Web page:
The promise (and persecution) of Lana Del Rey

Rarely is a breaking artist as polarizing as Lana Del Rey.

The 25-year-old songstress became one of 2011’s most seemingly organic upstarts. Following the release of her breakout single “Video Games” and its vintage-shaded video, apparently filmed and edited on her Macbook, the Lake Placid, N.Y., native racked upwards of 13 million YouTube views and has sold 20,000 copies of her double A-side “Video Games” single since its October 2011 release, according to Nielsen SoundScan. It debuted and spent three weeks at No. 1 on Billboard’s Hot Singles Sales chart. Joining Ellie Goulding and Jessie J, Del Rey recently signed with Next Model Management.

But it’s her all-important authenticity that’s had the Internet atwitter. Multiple blogs have painted a target on Del Rey, whose previous musical incarnation as Lizzy Grant, her birth name, was almost entirely wiped from the Web. On the surface, her tactics could appear calculated: Del Rey’s 2010 5 Points Records debut, Lizzy Grant aka Lana Del Ray, was on iTunes for only two months before vanishing from the store, while her website and social networking profiles were deleted and relaunched under her current guise.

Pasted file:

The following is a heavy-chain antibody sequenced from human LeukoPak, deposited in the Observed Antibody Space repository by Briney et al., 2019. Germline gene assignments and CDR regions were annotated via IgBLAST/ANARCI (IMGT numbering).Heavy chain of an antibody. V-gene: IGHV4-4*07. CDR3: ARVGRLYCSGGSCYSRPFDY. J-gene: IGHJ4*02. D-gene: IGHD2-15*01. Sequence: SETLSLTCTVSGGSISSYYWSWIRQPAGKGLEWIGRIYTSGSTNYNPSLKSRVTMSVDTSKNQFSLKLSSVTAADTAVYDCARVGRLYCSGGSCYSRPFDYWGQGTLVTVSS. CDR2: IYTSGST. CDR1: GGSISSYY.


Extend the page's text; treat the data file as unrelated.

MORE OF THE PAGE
Has a major label been silently orchestrating one of 2011’s greatest indie viral success stories? With her Del Rey debut, “Born to Die” (Interscope), arriving Jan. 31, the pillow-lipped singer/songwriter is the new year’s buzziest commodity, becoming the first artist since Natalie Imbruglia in 1998 to play “Saturday Night Live” (Jan. 14) before releasing her first major-label LP. She’s confirmed for “Late Night With David Letterman” on Feb. 2 and scheduled to appear on “The Ellen DeGeneres Show” later the same month. Still, character assassination attempts on the Internet are a daily threat, even if acclaim outweighs the conspiracy theories.

Read the rest at Billboard